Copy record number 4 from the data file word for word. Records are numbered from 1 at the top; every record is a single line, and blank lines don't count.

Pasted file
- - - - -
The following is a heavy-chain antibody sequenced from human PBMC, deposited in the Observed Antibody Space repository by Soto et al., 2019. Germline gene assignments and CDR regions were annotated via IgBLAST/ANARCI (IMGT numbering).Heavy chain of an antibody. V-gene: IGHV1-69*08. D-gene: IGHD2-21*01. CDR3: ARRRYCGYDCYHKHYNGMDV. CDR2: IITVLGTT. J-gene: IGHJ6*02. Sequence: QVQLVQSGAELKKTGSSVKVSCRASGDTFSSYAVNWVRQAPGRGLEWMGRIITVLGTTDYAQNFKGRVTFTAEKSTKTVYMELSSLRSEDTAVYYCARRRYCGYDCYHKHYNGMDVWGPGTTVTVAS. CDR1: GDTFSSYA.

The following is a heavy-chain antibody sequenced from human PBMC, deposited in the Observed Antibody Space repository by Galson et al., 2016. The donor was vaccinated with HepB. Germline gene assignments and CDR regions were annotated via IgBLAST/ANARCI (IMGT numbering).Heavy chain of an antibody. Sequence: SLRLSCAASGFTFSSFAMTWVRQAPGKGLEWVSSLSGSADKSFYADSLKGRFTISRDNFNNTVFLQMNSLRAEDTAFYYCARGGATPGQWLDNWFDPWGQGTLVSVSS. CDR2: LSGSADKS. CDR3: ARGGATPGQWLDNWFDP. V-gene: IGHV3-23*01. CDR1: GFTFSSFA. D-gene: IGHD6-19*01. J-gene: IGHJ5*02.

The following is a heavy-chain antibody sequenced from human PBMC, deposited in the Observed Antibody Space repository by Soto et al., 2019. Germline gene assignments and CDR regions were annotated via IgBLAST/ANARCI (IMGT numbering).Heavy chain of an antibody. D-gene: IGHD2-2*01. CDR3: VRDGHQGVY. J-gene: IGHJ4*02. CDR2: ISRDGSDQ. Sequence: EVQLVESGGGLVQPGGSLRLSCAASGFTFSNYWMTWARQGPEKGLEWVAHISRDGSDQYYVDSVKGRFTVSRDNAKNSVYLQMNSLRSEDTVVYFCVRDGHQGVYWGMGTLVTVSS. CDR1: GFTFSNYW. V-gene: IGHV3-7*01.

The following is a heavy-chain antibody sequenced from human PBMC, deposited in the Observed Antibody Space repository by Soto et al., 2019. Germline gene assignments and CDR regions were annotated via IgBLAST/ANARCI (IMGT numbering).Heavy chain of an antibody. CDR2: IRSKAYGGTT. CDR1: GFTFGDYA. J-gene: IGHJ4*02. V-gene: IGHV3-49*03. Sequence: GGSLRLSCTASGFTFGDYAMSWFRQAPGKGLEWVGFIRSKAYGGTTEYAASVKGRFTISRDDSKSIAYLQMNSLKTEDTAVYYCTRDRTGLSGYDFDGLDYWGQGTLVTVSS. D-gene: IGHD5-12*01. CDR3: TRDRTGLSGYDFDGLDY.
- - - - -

The following is a heavy-chain antibody sequenced from human PBMC, deposited in the Observed Antibody Space repository by Soto et al., 2019. Germline gene assignments and CDR regions were annotated via IgBLAST/ANARCI (IMGT numbering).Heavy chain of an antibody. CDR2: IRSKAYGGTT. CDR1: GFTFGDYA. J-gene: IGHJ4*02. V-gene: IGHV3-49*03. Sequence: GGSLRLSCTASGFTFGDYAMSWFRQAPGKGLEWVGFIRSKAYGGTTEYAASVKGRFTISRDDSKSIAYLQMNSLKTEDTAVYYCTRDRTGLSGYDFDGLDYWGQGTLVTVSS. D-gene: IGHD5-12*01. CDR3: TRDRTGLSGYDFDGLDY.